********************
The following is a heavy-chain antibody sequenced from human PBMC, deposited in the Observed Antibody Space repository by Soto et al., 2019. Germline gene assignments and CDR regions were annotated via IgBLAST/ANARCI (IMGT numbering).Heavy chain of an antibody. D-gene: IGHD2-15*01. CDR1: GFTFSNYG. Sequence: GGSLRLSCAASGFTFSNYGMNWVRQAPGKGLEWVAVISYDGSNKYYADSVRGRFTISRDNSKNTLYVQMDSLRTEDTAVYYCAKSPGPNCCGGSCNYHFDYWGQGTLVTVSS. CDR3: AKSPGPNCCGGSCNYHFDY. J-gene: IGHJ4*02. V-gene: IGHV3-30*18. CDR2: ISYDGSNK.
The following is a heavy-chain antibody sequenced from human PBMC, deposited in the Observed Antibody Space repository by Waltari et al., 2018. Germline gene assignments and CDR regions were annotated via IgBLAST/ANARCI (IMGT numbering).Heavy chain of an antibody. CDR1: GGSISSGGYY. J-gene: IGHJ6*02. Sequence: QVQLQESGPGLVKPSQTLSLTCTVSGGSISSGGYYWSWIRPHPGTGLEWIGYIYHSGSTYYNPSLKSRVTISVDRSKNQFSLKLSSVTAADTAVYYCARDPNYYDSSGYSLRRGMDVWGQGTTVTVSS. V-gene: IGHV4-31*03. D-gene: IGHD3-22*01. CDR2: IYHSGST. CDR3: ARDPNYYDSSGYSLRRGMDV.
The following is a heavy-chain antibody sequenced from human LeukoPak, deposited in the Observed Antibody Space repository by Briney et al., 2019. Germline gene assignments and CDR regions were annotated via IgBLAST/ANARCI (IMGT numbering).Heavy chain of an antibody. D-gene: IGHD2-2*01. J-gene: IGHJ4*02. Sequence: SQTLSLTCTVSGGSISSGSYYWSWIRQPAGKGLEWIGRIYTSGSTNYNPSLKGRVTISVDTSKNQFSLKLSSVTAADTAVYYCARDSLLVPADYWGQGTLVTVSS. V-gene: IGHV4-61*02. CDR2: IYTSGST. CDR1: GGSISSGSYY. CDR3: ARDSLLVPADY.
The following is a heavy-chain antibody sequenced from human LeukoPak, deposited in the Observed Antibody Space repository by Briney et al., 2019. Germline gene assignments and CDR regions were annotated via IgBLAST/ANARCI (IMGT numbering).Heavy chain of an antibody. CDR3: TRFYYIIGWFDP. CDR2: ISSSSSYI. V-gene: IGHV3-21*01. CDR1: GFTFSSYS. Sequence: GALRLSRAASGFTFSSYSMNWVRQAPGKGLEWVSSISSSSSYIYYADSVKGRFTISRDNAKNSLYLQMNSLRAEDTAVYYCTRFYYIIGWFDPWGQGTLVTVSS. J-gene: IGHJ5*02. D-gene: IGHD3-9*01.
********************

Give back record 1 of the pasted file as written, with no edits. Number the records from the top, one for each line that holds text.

The following is a heavy-chain antibody sequenced from human PBMC, deposited in the Observed Antibody Space repository by Soto et al., 2019. Germline gene assignments and CDR regions were annotated via IgBLAST/ANARCI (IMGT numbering).Heavy chain of an antibody. D-gene: IGHD2-15*01. CDR1: GFTFSNYG. Sequence: GGSLRLSCAASGFTFSNYGMNWVRQAPGKGLEWVAVISYDGSNKYYADSVRGRFTISRDNSKNTLYVQMDSLRTEDTAVYYCAKSPGPNCCGGSCNYHFDYWGQGTLVTVSS. CDR3: AKSPGPNCCGGSCNYHFDY. J-gene: IGHJ4*02. V-gene: IGHV3-30*18. CDR2: ISYDGSNK.